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Picture: 123RF/TEBNAD
Picture: 123RF/TEBNAD

The SA government’s plan to develop a gas-fired power industry brings both economic and climate change mitigation risks. Furthermore, investors in gas projects may need to absorb substantial economic losses, as the risk that fossil fuel assets will fail to make a return on investment is escalating rapidly. 

The latest Intergovernmental Panel on Climate Change (IPCC) report, released last month, warns that the world cannot afford to invest in new coal, oil or gas power projects if we are to avoid breaching the 1.5°C global warming tipping point. This echoes the message from the International Energy Agency’s Net Zero by 2050 report, published last year.

Unfortunately, the ever-increasing calls from climate scientists to halt the expansion of fossil fuels tend to fall on deaf ears. History shows that when money can be made, projects will generally go ahead regardless of their environmental and climate impacts. In SA, the Integrated Resource Plan (2019) for electricity infrastructure development still includes new coal plants. This is hard to fathom given that the country is committed to a just transition away from coal.

What’s more, the government is now considering introducing gas into the energy mix, despite the growing economic and climate risks associated with these investments. The recently released Gas Pressure report by the International Institute for Sustainable Development (IISD) identified more than 14 gigawatts (14,000 megawatts) of proposed new gas fired-power plants — assets that are likely to become stranded as the fuel is squeezed out of the market by cheaper, low-carbon alternatives. These 14GW equate to roughly 2.8 times the country’s operational utility-scale renewable energy capacity.

The risk of gas assets becoming stranded may finally stem the enthusiasm for such projects in SA as it speaks to investors in a language they understand the prospect of not making a return on investment.   

When assets become stranded they lose economic value or viability well before the end of their anticipated useful life. This can happen for a number of reasons; such as declining availability or changes in the price of fuel, lower costs of alternative energy, increasing social pressure, or tightening environmental and climate regulations. As a result investors are unable to recover their money and governments can face pressure to support the sector which may lead to bailouts and, ultimately, higher taxes and energy bills.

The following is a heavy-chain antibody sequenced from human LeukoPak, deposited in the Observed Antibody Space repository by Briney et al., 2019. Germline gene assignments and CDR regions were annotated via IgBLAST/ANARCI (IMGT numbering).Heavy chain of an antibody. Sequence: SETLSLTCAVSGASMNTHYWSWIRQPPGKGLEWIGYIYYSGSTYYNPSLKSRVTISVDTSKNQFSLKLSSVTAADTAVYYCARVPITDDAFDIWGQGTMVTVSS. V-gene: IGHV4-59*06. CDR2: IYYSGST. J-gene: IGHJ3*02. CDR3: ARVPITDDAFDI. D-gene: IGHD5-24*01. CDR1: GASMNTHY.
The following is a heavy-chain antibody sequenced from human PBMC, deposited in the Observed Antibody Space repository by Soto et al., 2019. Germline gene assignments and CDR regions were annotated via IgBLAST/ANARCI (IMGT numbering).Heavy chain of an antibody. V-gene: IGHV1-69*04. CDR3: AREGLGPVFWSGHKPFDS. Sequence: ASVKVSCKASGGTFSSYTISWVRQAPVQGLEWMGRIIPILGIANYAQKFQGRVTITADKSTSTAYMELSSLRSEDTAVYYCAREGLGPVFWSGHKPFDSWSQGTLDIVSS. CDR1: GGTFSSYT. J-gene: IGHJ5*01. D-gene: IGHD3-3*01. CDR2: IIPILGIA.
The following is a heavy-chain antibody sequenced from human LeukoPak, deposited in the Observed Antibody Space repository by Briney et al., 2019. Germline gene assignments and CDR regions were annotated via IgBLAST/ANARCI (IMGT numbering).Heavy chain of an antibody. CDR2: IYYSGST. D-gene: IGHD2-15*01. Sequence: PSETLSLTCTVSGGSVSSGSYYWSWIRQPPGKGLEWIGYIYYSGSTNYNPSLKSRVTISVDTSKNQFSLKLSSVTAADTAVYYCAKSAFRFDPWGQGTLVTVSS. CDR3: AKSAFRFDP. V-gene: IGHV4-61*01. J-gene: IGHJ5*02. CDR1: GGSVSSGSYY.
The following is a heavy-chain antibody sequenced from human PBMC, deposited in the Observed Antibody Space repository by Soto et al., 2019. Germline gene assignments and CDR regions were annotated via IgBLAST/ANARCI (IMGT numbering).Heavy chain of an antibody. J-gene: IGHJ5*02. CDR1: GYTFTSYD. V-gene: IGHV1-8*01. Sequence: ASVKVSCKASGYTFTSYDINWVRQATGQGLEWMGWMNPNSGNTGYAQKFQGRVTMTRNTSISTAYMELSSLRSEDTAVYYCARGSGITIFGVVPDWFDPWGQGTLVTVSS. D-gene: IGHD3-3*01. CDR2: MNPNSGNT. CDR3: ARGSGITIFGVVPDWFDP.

Climate Tracker estimates that in the US, none of the planned 28.1GW of new gas capacity in unregulated grid areas will recover the original investment. Project finance modelling offers a clear recommendation for Europe and the US: “Building new gas plants is ill-advised and will produce projects that are unlikely to yield returns on investment in most regions.”

Asset stranding is not merely a future risk, it is already under way. In India, 14.3GW of gas-fired power stations — 60% total gas-fired capacity — was declared stranded by the ministry of power in 2015. Furthermore, 5.3GW of capacity was built but deemed stranded before it had even begun operations, and nine gas plants totalling 5.7GW were stranded within five years of being commissioned. In 2019 the State Bank of India indicated that it would need to write off these investments.

The decision to invest in gas-fired capacity in India was largely based on the assumption that a cheap source of gas would become available, but this never materialised. SA is in a similar position. For one, the offshore gas fields that supply national oil firm PetroSA’s operations in Mossel Bay are essentially depleted, while the supply from Pande-Temane field in Mozambique is set to decline from 2025. 

Earlier this month Sasol announced it was withdrawing from a proposed pipeline further north in Mozambique because the asset risks becoming stranded. With uncertainty around long-term domestic gas supply from new off- and onshore discoveries, the remaining option is to import liquefied natural gas (LNG). However, this leaves SA vulnerable to exchange rate fluctuations and price volatility clearly demonstrated by global gas price spikes since Russia’s invasion of Ukraine.

Stranded assets are just one of a growing list of economic risks associated with gas-fired projects. For instance, SA could become much less competitive in the global trade arena as the EU and other markets enforce carbon border taxes. 

At the same time, alternative sources of energy that provide the same functions as gas are improving rapidly in both capability and cost. Energy storage and green hydrogen are just two examples of such alternatives expanding in SA.

Gas power plants should be avoided where lower carbon alternatives are available. Gas is a fossil fuel and a significant source of global warming; methane leaks are a risk across the entire supply besides carbon dioxide released from combustion. And from a business perspective, the prospects for gas power projects are increasingly uncertain, particularly as lower-risk and more sustainable alternatives gain traction.

The government should therefore significantly ramp up its renewable energy and storage investments instead, to build a reliable and low-carbon energy system that will provide affordable electricity to all South Africans.

• Halsey is a policy adviser at the Canada-based International Institute for Sustainable Development.

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